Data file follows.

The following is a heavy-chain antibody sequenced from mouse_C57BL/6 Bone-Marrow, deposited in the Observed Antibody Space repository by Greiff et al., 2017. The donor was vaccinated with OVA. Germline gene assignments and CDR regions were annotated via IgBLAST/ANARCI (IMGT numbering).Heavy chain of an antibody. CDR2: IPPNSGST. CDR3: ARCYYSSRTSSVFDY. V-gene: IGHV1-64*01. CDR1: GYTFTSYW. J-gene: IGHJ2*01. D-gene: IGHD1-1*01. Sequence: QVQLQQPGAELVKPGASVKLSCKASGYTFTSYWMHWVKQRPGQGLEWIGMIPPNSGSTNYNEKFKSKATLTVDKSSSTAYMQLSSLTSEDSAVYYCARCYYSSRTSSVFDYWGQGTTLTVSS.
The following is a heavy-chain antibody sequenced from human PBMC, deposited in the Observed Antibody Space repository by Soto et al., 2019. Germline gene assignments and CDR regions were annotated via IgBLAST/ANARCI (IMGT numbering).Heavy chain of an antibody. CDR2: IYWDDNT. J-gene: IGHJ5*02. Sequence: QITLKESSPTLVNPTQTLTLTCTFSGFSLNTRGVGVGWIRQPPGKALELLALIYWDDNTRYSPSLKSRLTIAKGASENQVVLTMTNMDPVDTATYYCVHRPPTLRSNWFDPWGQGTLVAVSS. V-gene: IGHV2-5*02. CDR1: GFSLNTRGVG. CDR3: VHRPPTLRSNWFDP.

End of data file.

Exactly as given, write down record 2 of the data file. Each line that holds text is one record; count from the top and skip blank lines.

The following is a heavy-chain antibody sequenced from human PBMC, deposited in the Observed Antibody Space repository by Soto et al., 2019. Germline gene assignments and CDR regions were annotated via IgBLAST/ANARCI (IMGT numbering).Heavy chain of an antibody. CDR2: IYWDDNT. J-gene: IGHJ5*02. Sequence: QITLKESSPTLVNPTQTLTLTCTFSGFSLNTRGVGVGWIRQPPGKALELLALIYWDDNTRYSPSLKSRLTIAKGASENQVVLTMTNMDPVDTATYYCVHRPPTLRSNWFDPWGQGTLVAVSS. V-gene: IGHV2-5*02. CDR1: GFSLNTRGVG. CDR3: VHRPPTLRSNWFDP.